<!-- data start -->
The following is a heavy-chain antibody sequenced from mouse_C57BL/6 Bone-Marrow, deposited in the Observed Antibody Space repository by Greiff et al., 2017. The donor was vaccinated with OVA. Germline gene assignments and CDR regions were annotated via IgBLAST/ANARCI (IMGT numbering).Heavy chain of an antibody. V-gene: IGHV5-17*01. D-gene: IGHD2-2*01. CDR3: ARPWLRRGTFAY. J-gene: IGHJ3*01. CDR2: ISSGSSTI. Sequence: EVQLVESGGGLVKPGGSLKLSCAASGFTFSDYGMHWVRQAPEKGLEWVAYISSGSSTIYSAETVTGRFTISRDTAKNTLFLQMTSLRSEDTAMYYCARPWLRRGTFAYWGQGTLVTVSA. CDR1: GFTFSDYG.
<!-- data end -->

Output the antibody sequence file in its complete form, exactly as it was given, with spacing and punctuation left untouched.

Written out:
The following is a heavy-chain antibody sequenced from mouse_C57BL/6 Bone-Marrow, deposited in the Observed Antibody Space repository by Greiff et al., 2017. The donor was vaccinated with OVA. Germline gene assignments and CDR regions were annotated via IgBLAST/ANARCI (IMGT numbering).Heavy chain of an antibody. V-gene: IGHV5-17*01. D-gene: IGHD2-2*01. CDR3: ARPWLRRGTFAY. J-gene: IGHJ3*01. CDR2: ISSGSSTI. Sequence: EVQLVESGGGLVKPGGSLKLSCAASGFTFSDYGMHWVRQAPEKGLEWVAYISSGSSTIYSAETVTGRFTISRDTAKNTLFLQMTSLRSEDTAMYYCARPWLRRGTFAYWGQGTLVTVSA. CDR1: GFTFSDYG.